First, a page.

Regional Office for Asia and the Pacific

Hiroyuki Konuma

FAO Regional Representative for Asia-Pacific

OPENING ADDRESS

by

Hiroyuki Konuma
Assistant Director-General and
Regional Representative for Asia and the Pacific

delivered at the

Regional Meeting on
Increasing Rice Productivity in Underexploited Areas of SAARC Countries

Plaza Athenee Hotel, Bangkok, Thailand,
10-11 March 2011




Distinguished participants,
Colleagues from IRRI, Development Partners and FAO 
Ladies and Gentlemen


       I have great pleasure to address this important regional meeting on “Increasing Rice Productivity in Under-exploited Areas of SAARC Countries”. On behalf of FAO Director-General, Jacques Diouf, and on my own behalf, I warmly welcome all of you to this meeting. I also express my deepest sense of gratitude and thanks to our colleagues from IRRI for being with FAO, in jointly organizing this event today at Bangkok.

       Although, FAO organized similar type of meetings in the past, it is perhaps the first time where all concerned stakeholders have gathered together, to address one of the most pressing challenges the member countries of SAARC are confronting, the looming food insecurity. It is also perhaps, for the first time we are going to address this vital issue in an integrated, holistic and coordinated manner for developing a strategic blueprint for action.

       Rice cultivation is the most important economic activity on earth. Rice eaters and rice growers form the bulk of the world’s poor. Rice is also the staple food for the largest number of people in the world. Irrigated low land rice ecosystem had been the most important ecosystem, but world-wide irrigated agricultural growth projections for 1995-2020 is in deceleration mode at the annual growth rate of 0.6 %, as compared to 1.3 percent in the previous decade. Global food security and food security in the SAARC countries thirty years from now will depend on rapid scientific advances in understanding the physiological basis of crop yield potential, the process governing the relationship between soil  quality and crop productivity and ecology related to the many interacting environmental factors that determine crop yields.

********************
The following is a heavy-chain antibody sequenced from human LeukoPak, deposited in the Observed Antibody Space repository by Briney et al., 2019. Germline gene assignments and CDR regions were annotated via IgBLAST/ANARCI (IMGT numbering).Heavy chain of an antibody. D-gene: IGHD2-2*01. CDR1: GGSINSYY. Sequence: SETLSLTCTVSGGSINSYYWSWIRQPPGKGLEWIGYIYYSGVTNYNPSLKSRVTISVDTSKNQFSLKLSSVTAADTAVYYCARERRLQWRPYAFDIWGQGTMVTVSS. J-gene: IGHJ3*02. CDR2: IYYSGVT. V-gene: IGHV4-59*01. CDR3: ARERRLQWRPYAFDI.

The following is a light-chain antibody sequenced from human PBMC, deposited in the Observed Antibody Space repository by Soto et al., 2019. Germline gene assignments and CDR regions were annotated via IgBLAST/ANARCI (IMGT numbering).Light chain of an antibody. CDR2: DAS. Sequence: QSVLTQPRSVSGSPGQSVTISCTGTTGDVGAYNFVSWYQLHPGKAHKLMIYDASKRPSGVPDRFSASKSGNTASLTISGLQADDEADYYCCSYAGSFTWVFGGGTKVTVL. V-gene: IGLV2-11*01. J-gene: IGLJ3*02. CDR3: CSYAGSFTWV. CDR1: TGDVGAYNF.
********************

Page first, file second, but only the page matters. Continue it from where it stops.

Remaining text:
As we all know, through concerted efforts since the mid-1960s, thanks to the advent of HYVs of rice by IRRI, we have been assisting member countries to enhance their food security by increasing both production and productivity of rice. Agriculture has been able to meet the rapidly growing demand for food over the last half century. This was only possible due to sizeable agricultural productivity growth. Even though, success of our past efforts have been commendable resulting in increasing food security of a vast majority of the population of the region, its positive impacts varied widely from country to country across the region: keeping some countries still deficit in rice production with unstable and unsustainable production systems.

       Recent reports from the Asia Society noted that nearly 560 million people living on less than $1.25 per day are in rice-producing areas and out of them around 400 million people live in South Asia where rice has been the principal crop. The livelihood of these people largely depends on the production of rice. It became apparent that people living in these particular areas could not realize the full benefits of the Green Revolution. That is one of the weighty reasons for the low growth in rice productivity in these areas. Improvement in productivity and resilience of production systems are of particular importance in countries with limited import capacity and where productivity growth in agriculture is essential for raising rural incomes, improving access to food for the poor and enabling local agriculture to compete better with low-price imported foods.

       Various international organizations including FAO and IRRI have made projections on the future production scenario of rice in this region. FAO projection states that the aggregate rice production at global level in 2050 would largely be able to meet the growing demand for rice and by that time approximately 50 million tons of rice would become available in the international trade, from the current level of 30 million tons. It is also expected that the demand growth is likely to decline from 1.4 percent in the very next 25 years to 0.4 percent during the next 25 years. The current unbridled consumption pattern of rice in the SAARC region is also expected to go down further, due to changed food habits and an expected increase in family income.

       On the other hand, it is difficult to say whether it would be possible to produce enough rice by the countries that need it most and also their capacity to buy rice from international market to meet their domestic demand. On this count- most of the South Asian countries come in to the scene. Among SAARC countries, only Pakistan is classified as a net exporting country; while others, except India, are net importing countries. India’s rice self-sufficiency is neck to neck heavily depending on whether conditions.